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Political buttons: Snarky, terse, fun

A vendor hawking buttons, stickers at the Callfornia Republican Party convention. (Photo: Serla Rusli)

Judy DeVries was in her car when she heard the surprise news that Ted Cruz had selected Carly Fiorina as his running mate. She knew immediately what she had to do.

“We’re like ‘Oh my goodness, we have a VP,” she said. “We need to make buttons!”

Days later, at the California Republican Convention, DeVries was doing brisk business selling buttons for a buck a piece, or six for $5. “We’re wheeling and dealing,” DeVries tells those who linger over her wares.

It turns out, you can make a healthy profit selling buttons for a buck apiece, or six for five.

The Cruz-Fiorina buttons turned out to be her best seller, followed by a few anti-Hillary buttons. DeVries’ favorite of that genre? “Liar, liar, pantsuit on fire,” she says, laughing.

DeVries does have a button featuring Donald Trump, but his signature red hat has been photoshopped to read “Cruz for President.” DeVries is associated with the group Conservative Republicans of California, which has endorsed Cruz.

Buttons on the table (Photo: Serla Rusli)

Buttons on the table (Photo: Serla Rusli)

Political buttons have played a role in U.S. politics since 1896, when the first modern button appeared, allowing people to declare their support for fiery populist William Jennings Bryan. Since then, buttons enjoy a heyday every four years, and are ubiquitous at political conventions.

But here at the Republican convention, Judy DeVries and her husband, Earl, are the only vendors specializing in buttons. For them, it’s about ideology, but it’s also about the money. It turns out, you can make a healthy profit selling buttons for a buck apiece, or six for five.

“It’s capitalism at its finest,” Judy said, “making them in the middle of the night, and selling them all day long.”

Four years ago, the DeVries made enough money selling homemade buttons to pay for their trip to the national Republican convention in Tampa.

“It’s capitalism at its finest,” Judy said, “making them in the middle of the night, and selling them all day long.”

For some, the sound of money is cha-ching. For the DeVrieses, it’s the ker-chunk, ker-chunk of a button-making machine.

At the Tampa convention, Judy and her husband made a stir, decked out in jackets covered in buttons. She said they were featured in the national media.

Irvine sold out of Donald Trump buttons, only to see them being re-sold just feet away.

What is it about buttons that attracts entrepreneurs like DeVries and her many customers?

“I think we all want to say something succinctly,” she said. “We all want to have our own little soundbite, and that’s what [buttons] are.”

Don Irvine was also selling buttons at the convention, but his main trade was in bumper stickers — “Keep honking, I’m reloading,” “I love animals, they’re delicious,” “Fight crime, shoot back,” etc.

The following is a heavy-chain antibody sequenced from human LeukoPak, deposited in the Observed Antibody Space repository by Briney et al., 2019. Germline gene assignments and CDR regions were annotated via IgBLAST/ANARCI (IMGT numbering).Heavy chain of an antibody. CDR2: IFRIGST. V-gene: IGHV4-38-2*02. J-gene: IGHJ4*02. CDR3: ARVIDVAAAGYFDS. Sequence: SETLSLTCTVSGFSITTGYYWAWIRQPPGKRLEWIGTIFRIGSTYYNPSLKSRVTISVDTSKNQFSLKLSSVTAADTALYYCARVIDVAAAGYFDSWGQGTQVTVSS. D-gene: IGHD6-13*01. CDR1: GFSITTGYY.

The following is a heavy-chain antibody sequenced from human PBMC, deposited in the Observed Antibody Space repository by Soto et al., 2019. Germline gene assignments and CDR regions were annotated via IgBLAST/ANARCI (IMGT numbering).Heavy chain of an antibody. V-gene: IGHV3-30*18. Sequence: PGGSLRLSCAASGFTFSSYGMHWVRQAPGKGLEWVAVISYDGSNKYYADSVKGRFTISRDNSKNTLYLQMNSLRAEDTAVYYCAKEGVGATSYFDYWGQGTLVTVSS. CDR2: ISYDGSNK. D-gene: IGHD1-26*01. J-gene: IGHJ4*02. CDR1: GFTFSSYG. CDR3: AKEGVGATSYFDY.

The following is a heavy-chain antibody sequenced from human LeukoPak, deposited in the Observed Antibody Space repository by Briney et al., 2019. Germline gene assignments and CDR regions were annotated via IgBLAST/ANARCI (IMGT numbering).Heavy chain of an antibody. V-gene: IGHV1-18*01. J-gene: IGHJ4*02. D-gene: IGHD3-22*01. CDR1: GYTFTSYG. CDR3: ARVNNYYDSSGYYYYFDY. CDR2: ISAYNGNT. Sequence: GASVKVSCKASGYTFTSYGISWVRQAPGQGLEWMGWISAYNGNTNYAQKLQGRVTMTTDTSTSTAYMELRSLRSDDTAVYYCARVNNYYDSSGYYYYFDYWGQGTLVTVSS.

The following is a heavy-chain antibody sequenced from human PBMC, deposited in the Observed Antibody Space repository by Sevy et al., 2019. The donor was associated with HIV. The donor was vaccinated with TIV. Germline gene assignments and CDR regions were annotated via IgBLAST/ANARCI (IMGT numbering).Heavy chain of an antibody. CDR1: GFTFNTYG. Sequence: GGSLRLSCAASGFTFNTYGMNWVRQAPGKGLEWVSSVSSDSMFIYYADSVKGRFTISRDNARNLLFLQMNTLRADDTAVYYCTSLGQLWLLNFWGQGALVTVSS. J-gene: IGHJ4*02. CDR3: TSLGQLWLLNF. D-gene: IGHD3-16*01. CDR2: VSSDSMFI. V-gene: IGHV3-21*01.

For someone selling rather hard-edged bumper-stickers, Irvine was a surprisingly gentle, gregarious man, who said the bumper stickers he sells are meant to be taken with a sense of humor.

Hawking their wares at the Republican state convention. (Photo: Serla Rusli)

Hawking their wares at the Republican state convention. (Photo: Serla Rusli)

Irvine is a convention veteran who has been coming to California Republican conventions since 1989. He said there was a larger crowd than usual this year, due to what he calls the “Trump effect.”

In fact, Irvine sold out of Donald Trump buttons, only to see them being re-sold just feet away. He had about 30 Trump buttons, and “a couple of ladies” bought them all, for a dollar each.

The ladies then donated the buttons to the Trump booth, who had run out. The Trump booth began selling the buttons for two dollars each. Still, Irvine wasn’t perturbed.

“I thought, that’s capitalism,” he said. “That’s what the free market is, and that’s what they should be able to do.”

While the DeVrieses sell buttons in part to raise money, Irvine sells bumper stickers, buttons, books, and Republican neckties, and other items as a side business. His main role is chairman of Accuracy in Media, Inc., a conservative media watchdog group founded by his father in 1969.

Irvine is a Republican, but he doesn’t have strong feelings about the presidential primary, saying he’ll support the eventual nominee. He was selling both Cruz and Trump buttons.

Judy DeVries, a Cruz supporter, was focused on selling buttons extolling Cruz and the Republican party, along with those condemning Clinton. Given the “Trump Effect,” would DeVries sell Trump buttons, if it meant making a bigger profit?

“Would I sell my soul for monetary gain?” she said, laughing. “Probably not.”

Ed’s Note:  Reporter Sam-Omar-Hall and Photojournalist Serla Rusli are students at UC Berkeley’s Graduate School of Journalism.

 


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